Alice Kaplan
Alice Kaplan Credit: Public Domain

One of the strangest side effects of studying a foreign language is the desire not just to immerse yourself in a new culture but to become a part of it, indistinguishable from a native speaker. Few writers have chronicled this phenomenon better than Alice Kaplan, in her 1993 memoir French Lessons and last year’s Dreaming in French, a triptych of portraits of Jacqueline Bouvier Kennedy, Susan Sontag, and Angela Davis, each of whom spent a year in Paris in her early 20s. In both books, Kaplan demonstrates how a youthful love affair with French can produce lifelong aftershocks, even beyond nightmares arising from trauma induced by irregular verbs. It can shape you into a professor or a film critic or a first lady whose elegance intimidates and terrifies a nation. It can also, as in the case of Davis, turn you into a revolutionary.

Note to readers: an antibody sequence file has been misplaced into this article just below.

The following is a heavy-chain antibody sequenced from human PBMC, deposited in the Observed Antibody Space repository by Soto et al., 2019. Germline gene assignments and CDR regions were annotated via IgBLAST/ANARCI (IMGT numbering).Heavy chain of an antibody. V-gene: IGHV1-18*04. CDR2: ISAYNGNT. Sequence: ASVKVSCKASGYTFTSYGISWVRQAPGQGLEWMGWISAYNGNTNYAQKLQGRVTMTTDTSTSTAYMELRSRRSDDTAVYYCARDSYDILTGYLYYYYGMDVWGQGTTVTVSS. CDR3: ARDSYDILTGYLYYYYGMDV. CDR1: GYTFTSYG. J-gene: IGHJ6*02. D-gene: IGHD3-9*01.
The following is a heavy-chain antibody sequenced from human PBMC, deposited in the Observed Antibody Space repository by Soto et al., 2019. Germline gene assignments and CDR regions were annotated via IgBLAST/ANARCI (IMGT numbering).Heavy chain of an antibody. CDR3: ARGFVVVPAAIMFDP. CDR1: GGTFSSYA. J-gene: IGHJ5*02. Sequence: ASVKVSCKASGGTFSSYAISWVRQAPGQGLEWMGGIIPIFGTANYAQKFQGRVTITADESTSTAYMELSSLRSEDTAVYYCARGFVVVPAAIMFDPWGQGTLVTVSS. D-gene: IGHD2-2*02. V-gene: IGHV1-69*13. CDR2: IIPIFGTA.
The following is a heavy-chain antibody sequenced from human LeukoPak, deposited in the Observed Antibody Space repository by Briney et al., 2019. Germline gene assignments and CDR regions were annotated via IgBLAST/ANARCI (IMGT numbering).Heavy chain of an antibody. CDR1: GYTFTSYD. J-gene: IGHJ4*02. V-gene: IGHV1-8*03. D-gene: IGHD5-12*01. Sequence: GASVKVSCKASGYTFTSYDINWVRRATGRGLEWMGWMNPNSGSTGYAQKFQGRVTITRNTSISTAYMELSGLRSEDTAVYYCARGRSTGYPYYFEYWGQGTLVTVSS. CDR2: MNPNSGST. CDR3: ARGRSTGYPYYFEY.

As a writer, Kaplan is extraordinarily persuasive. She even manages to render Jackie Kennedy interesting, a feat unequaled by any of Kennedy’s other biographers. If you had the misfortune to study Spanish or German, you will be consumed by regret after reading her books. Or maybe amazement: Can the mere act of learning a language turn you into a sharper, more thoughtful, sophisticated citizen of the world?